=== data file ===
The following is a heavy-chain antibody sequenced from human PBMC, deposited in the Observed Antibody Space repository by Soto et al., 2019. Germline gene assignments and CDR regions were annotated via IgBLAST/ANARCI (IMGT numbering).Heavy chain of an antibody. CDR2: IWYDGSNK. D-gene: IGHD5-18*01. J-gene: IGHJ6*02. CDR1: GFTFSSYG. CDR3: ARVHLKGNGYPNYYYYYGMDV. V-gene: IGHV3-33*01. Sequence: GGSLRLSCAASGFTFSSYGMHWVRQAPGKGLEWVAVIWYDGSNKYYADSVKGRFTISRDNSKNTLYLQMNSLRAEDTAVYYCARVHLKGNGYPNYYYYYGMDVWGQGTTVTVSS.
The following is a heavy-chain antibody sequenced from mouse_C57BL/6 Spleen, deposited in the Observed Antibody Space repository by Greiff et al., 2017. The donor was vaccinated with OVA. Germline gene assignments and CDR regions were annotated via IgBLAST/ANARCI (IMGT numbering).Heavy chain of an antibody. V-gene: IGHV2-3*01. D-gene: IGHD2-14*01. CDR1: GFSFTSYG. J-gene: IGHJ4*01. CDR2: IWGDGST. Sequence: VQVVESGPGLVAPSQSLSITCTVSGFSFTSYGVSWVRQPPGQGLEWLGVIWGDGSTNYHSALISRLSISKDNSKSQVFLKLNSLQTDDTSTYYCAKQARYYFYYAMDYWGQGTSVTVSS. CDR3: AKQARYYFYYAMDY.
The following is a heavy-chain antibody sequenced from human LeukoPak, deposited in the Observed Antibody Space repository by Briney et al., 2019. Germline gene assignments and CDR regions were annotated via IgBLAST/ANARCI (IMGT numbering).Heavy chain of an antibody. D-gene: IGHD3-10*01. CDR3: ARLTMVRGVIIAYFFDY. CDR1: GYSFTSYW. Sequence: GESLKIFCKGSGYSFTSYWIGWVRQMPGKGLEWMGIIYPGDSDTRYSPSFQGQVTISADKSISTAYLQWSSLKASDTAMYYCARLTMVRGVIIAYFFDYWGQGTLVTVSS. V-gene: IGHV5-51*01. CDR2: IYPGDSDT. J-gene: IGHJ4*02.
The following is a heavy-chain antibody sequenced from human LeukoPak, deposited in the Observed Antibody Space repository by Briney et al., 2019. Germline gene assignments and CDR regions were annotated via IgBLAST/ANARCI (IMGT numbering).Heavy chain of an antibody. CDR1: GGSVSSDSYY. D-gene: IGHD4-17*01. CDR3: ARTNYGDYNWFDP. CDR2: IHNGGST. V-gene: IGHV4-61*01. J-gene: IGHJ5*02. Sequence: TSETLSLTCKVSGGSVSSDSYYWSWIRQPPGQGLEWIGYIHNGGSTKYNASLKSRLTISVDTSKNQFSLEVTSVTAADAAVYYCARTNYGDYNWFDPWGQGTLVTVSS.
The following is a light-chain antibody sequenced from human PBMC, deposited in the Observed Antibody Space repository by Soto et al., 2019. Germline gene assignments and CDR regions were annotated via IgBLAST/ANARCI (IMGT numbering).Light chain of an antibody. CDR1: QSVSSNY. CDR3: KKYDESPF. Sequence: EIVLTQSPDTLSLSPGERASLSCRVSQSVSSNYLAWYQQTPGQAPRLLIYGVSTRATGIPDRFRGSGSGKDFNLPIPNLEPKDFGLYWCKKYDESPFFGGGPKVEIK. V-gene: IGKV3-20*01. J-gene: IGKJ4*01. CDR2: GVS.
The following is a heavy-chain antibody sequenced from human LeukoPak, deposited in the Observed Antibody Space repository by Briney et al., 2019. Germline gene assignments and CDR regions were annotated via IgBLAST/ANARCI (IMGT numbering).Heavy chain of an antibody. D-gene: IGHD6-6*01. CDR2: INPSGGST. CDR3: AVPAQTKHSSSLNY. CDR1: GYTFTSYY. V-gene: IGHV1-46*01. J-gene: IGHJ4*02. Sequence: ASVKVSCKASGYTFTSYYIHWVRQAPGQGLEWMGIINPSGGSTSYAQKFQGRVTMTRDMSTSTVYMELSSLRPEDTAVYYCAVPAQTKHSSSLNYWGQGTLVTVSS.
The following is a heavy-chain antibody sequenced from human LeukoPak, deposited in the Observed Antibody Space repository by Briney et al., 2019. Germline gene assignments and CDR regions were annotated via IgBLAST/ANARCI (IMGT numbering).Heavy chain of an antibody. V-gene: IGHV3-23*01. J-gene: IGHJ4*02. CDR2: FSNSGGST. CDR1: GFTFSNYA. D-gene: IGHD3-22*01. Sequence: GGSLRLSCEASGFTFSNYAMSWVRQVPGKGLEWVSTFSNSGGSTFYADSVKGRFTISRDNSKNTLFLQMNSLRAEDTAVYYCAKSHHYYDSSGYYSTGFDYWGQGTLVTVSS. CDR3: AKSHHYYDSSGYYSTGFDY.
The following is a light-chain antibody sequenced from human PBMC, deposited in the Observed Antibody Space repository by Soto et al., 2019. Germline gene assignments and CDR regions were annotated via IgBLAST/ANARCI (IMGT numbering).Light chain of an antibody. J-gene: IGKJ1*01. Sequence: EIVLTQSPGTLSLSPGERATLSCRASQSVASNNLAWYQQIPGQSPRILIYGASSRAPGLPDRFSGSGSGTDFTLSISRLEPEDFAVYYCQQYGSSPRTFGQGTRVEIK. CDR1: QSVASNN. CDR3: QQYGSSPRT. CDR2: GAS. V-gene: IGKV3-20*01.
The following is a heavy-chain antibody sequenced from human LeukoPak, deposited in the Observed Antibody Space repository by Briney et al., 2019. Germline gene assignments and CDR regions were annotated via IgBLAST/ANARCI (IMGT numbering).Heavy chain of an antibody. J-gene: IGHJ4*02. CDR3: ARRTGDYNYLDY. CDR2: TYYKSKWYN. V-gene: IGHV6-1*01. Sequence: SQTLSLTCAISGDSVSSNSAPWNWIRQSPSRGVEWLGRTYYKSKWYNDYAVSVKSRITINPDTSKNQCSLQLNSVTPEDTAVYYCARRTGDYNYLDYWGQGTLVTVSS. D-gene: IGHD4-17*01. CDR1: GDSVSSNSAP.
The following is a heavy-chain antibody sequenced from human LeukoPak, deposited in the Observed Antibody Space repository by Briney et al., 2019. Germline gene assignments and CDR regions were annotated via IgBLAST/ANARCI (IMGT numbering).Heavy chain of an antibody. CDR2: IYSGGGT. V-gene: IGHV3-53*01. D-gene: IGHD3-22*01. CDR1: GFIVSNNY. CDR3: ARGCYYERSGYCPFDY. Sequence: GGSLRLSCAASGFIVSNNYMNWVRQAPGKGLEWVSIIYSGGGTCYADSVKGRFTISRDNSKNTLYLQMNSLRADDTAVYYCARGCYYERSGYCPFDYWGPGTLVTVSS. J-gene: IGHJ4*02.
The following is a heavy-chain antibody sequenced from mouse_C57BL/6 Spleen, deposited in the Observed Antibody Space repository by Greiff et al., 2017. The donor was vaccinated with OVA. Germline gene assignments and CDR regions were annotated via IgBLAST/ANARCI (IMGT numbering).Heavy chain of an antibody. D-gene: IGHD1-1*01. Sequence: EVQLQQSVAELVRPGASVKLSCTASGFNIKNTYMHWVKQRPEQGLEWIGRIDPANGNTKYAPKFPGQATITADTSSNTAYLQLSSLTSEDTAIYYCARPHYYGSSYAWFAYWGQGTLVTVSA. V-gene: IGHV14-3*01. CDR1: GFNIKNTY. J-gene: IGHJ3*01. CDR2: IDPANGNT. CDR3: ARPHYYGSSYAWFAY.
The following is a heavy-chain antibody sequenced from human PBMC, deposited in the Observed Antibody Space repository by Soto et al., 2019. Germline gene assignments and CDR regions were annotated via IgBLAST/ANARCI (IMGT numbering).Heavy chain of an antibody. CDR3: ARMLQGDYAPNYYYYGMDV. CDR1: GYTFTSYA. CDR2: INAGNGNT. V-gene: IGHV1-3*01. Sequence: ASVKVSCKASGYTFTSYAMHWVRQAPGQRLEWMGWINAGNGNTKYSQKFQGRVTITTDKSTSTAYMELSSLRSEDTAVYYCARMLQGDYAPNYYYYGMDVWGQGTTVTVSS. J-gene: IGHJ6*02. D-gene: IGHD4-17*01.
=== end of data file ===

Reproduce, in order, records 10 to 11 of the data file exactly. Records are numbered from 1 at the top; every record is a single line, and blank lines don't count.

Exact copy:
The following is a heavy-chain antibody sequenced from human LeukoPak, deposited in the Observed Antibody Space repository by Briney et al., 2019. Germline gene assignments and CDR regions were annotated via IgBLAST/ANARCI (IMGT numbering).Heavy chain of an antibody. CDR2: IYSGGGT. V-gene: IGHV3-53*01. D-gene: IGHD3-22*01. CDR1: GFIVSNNY. CDR3: ARGCYYERSGYCPFDY. Sequence: GGSLRLSCAASGFIVSNNYMNWVRQAPGKGLEWVSIIYSGGGTCYADSVKGRFTISRDNSKNTLYLQMNSLRADDTAVYYCARGCYYERSGYCPFDYWGPGTLVTVSS. J-gene: IGHJ4*02.
The following is a heavy-chain antibody sequenced from mouse_C57BL/6 Spleen, deposited in the Observed Antibody Space repository by Greiff et al., 2017. The donor was vaccinated with OVA. Germline gene assignments and CDR regions were annotated via IgBLAST/ANARCI (IMGT numbering).Heavy chain of an antibody. D-gene: IGHD1-1*01. Sequence: EVQLQQSVAELVRPGASVKLSCTASGFNIKNTYMHWVKQRPEQGLEWIGRIDPANGNTKYAPKFPGQATITADTSSNTAYLQLSSLTSEDTAIYYCARPHYYGSSYAWFAYWGQGTLVTVSA. V-gene: IGHV14-3*01. CDR1: GFNIKNTY. J-gene: IGHJ3*01. CDR2: IDPANGNT. CDR3: ARPHYYGSSYAWFAY.